Sunday, April 22, 2012

How to sell a 1972 Chevrolet C10 on Craigslist

Sell your old car or truck online. I sold my 1972 Chevrolet C10, using the internet, to a buyer in Pennsylvania. Call me a skeptic, but it sounded odd that someone 800 miles away would buy my old truck without seeing it in person. I placed an ad on craigslist and in The Birmingham News classifieds. Part of the News' package included placing my ad on It was just my luck that a lady in Pennsylvania called me up wanting photos of the truck. She was surfing the web for a good deal on a 1972 C10 to buy for her husband. This prospective buyer was eager and willing to go the extra mile to purchase the truck. My scam-alert went off. She offered to mail a credit card check right away. I worried that I could be arrested for cashing this possible bogus check. 

Medium Green 1972 Chevy C10 truck LWB. (Long wheelbase)

What to do?
I asked friends and family for advice. They reassured me PayPal was the answer. For novices like myself, PayPal is owned by Ebay, the online auction giant. Setting up a PayPal account lets any individual or business with an email address to securely, easily and quickly send and receive payments online. My buyer said 'no, problem, I can do PayPal'. Whew, after several days, the PayPal money is in my bank! PayPal transactions can take 3-5 business days before they are cleared and moved to your bank account. Be ready to deal with this delay. You don't want to mail a title out to a buyer until their money has cleared.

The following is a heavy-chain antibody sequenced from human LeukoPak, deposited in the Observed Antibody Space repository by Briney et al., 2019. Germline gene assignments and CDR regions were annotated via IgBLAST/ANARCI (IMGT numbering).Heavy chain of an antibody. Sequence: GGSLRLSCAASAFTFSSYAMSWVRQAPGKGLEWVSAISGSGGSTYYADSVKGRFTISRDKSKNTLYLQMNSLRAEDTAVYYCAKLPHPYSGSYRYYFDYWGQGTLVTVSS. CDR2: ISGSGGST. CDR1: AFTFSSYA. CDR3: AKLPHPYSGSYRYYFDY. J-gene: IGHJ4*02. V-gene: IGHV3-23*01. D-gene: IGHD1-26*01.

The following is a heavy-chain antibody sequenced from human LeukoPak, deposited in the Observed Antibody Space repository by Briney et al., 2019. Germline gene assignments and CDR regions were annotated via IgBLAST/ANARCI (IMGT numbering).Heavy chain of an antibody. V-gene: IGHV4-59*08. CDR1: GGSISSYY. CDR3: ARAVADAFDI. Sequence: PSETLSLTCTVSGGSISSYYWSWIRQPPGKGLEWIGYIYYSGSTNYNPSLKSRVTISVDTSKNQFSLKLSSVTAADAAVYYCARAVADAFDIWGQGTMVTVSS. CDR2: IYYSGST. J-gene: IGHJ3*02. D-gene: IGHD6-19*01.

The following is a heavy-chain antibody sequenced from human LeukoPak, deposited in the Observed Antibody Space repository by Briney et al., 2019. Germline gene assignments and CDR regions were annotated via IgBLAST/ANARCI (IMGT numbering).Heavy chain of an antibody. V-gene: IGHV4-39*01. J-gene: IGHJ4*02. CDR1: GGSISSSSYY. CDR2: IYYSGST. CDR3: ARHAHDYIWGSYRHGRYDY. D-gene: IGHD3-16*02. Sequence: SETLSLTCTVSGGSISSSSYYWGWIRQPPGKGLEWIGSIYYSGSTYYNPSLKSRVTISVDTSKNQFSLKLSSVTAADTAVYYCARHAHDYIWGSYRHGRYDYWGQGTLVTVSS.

Almost sold
A dozen emails and a few letters containing the Bill of Sale and miscellaneous paperwork were mailed and returned. All that was left to do now, was wait for a transport company to pick up the truck.

Dan Stephens with Quality Transport readies truck for haul to Pennsylvania.

Going, going, gone
Delay number one - Trucking company lost the key to the back door of their truck, would not make it out that day. Delay number two - same trucking company got lost the next day, then their truck broke down on the way to my house. A different transport company was called to take the job. A friendly, pierced and tattooed fellow with Quality Transport and Leasing arrived to usher the green truck to Pennsylvania. So long, Chevy. I miss you already.

Chevy orange paint dressed up the 307-cu. inch V8 engine.

Why did I sell it?
I'm a car guy. I love to buy older vehicles, work on them and and make them run better. Trouble is, I just had vehicle number eight towed home recently. Something had to go. I had spent a little time and money rehabbing the somewhat tired old truck. A new gas tank and a carburetor rebuild joined my growing tab of C-10 expenses. New spark plugs, wires, points and condenser and the 307 engine purred like a sewing machine. 

  The trouble was actually driving the '72 Chevy because it had the road manners of the S.S. Minnow. Constantly correcting the direction I steered the truck as it wallowed down the road with 40-year-old manual steering and brake components. The old truck's shortcomings outweighed the dollar amount I deemed worthy to fix them.